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T&T’s first giraffe bolts for freedom
After five days travelling from Texas in an eight-foot-by-six-foot crate, it was not surprising that as soon as the crate opened, one of T&T’s first giraffes bolted for freedom. The giraffe, nicknamed Bolt by media personnel, trampled a wooden partition and ran past his new temporary enclosure but did not get very far. A galvanise fence, separating him from the Emperor Valley Zoo’s new African exhibit, blocked his way.
The giraffe appeared skittish and agitated but after waiting for him to calm down, zookeepers were able to guide him into his enclosure. His relative, another male giraffe, soon followed, without much of the excitement caused by his travelling buddy. Once both animals were safely inside, they were seen rubbing cheeks and licking each other as they ate dried acacia plants.
Minister of Tourism Chandresh Sharma was present for their arrival and said he was glad to see they had arrived safely. He said: “The giraffes coming to Trinidad will be good for us. We need to expose children to nature, more plants, more sources of water, to animals. “It will make sure that we become part of the research centres that are happening now.” Sharma described the costs of bringing the giraffes as minimal. Importing them cost approximately $500,000.
The expansion of the zoo for the African exhibit will cost an estimated $20 million. Sharma said the zoo was becoming too small now and reiterated Government’s plans to build a zoo in central Trinidad. He said a site had been located in Couva but could not say when work would begin. T&T’s first giraffes The giraffes are the first of their species to live in the Caribbean.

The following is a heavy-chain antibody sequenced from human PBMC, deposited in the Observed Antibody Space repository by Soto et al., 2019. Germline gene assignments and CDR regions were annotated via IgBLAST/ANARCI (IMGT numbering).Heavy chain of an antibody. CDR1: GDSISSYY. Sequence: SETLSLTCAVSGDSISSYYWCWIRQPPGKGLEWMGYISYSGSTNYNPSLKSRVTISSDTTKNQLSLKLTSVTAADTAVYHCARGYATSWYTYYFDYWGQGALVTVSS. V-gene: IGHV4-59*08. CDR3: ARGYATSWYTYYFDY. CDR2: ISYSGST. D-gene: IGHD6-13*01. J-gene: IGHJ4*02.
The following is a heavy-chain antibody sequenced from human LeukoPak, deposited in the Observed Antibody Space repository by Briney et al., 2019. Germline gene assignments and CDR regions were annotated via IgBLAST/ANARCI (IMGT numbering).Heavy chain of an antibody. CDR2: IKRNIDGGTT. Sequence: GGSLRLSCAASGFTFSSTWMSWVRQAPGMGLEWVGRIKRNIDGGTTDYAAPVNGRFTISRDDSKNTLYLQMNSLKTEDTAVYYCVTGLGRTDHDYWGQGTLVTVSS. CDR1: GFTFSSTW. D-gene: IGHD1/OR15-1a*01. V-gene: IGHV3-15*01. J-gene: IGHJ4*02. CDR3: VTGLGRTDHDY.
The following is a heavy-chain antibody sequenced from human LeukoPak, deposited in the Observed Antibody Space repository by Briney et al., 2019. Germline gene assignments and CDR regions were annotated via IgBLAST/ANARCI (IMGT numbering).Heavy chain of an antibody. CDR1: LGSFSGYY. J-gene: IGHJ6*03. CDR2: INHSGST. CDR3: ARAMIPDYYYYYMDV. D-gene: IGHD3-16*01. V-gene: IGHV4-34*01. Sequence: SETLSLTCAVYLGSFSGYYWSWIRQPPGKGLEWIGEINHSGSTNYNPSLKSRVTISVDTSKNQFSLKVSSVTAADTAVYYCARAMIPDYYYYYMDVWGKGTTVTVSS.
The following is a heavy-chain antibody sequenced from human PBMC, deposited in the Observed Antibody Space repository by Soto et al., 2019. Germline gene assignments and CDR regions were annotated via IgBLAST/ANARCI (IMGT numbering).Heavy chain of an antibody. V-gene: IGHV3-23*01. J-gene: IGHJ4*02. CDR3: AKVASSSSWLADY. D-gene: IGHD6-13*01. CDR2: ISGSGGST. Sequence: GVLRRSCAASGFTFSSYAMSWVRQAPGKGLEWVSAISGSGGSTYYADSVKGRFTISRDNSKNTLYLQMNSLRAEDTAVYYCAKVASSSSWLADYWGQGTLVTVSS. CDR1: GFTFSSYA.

They weigh approximately 1,200 pounds each and at just eight months old, they are around nine feet tall and are expected to reach 17 feet by the time they fully mature, taller than some houses. They were accompanied by a pair of warthogs, costing $100,000, and were expected to arrive at the zoo at 9.30 am. Instead, after a holdup with paperwork at the airport, the animals arrived in wooden crates at the zoo at 11.15 am. People had gathered since earlier in the day to catch a glimpse of them, with one teenager waiting since 10 am.
They appeared equally excited to see their new home, craning their long necks to peek through spaces in the crates. Their travelling companions, the warthogs, were mostly ignored as the giraffes stole the attention of visitors. President of the Zoological Society Gupte Lutchmedial said they would be moved to the African exhibit in a few weeks, once its works were completed. He hoped visitors would come to the zoo and take advantage of the opportunity to feed the giraffes and interact with them.
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